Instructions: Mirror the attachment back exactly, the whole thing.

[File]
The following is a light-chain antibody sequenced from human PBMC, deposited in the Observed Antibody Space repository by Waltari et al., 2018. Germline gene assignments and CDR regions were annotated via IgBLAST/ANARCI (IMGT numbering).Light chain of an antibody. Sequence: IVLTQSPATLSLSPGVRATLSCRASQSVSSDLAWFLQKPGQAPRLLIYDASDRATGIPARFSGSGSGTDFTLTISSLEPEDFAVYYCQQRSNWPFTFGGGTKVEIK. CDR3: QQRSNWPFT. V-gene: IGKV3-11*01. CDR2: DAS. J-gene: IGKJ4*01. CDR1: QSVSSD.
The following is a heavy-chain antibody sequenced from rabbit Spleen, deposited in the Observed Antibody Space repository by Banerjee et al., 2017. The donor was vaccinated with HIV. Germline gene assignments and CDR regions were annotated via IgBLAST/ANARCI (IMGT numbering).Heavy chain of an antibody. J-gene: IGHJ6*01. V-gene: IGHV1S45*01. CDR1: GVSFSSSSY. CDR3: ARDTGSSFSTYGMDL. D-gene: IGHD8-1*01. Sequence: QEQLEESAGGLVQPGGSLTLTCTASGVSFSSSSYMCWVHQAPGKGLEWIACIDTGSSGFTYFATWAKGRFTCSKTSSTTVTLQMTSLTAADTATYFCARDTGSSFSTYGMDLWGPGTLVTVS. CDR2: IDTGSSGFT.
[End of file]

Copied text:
The following is a light-chain antibody sequenced from human PBMC, deposited in the Observed Antibody Space repository by Waltari et al., 2018. Germline gene assignments and CDR regions were annotated via IgBLAST/ANARCI (IMGT numbering).Light chain of an antibody. Sequence: IVLTQSPATLSLSPGVRATLSCRASQSVSSDLAWFLQKPGQAPRLLIYDASDRATGIPARFSGSGSGTDFTLTISSLEPEDFAVYYCQQRSNWPFTFGGGTKVEIK. CDR3: QQRSNWPFT. V-gene: IGKV3-11*01. CDR2: DAS. J-gene: IGKJ4*01. CDR1: QSVSSD.
The following is a heavy-chain antibody sequenced from rabbit Spleen, deposited in the Observed Antibody Space repository by Banerjee et al., 2017. The donor was vaccinated with HIV. Germline gene assignments and CDR regions were annotated via IgBLAST/ANARCI (IMGT numbering).Heavy chain of an antibody. J-gene: IGHJ6*01. V-gene: IGHV1S45*01. CDR1: GVSFSSSSY. CDR3: ARDTGSSFSTYGMDL. D-gene: IGHD8-1*01. Sequence: QEQLEESAGGLVQPGGSLTLTCTASGVSFSSSSYMCWVHQAPGKGLEWIACIDTGSSGFTYFATWAKGRFTCSKTSSTTVTLQMTSLTAADTATYFCARDTGSSFSTYGMDLWGPGTLVTVS. CDR2: IDTGSSGFT.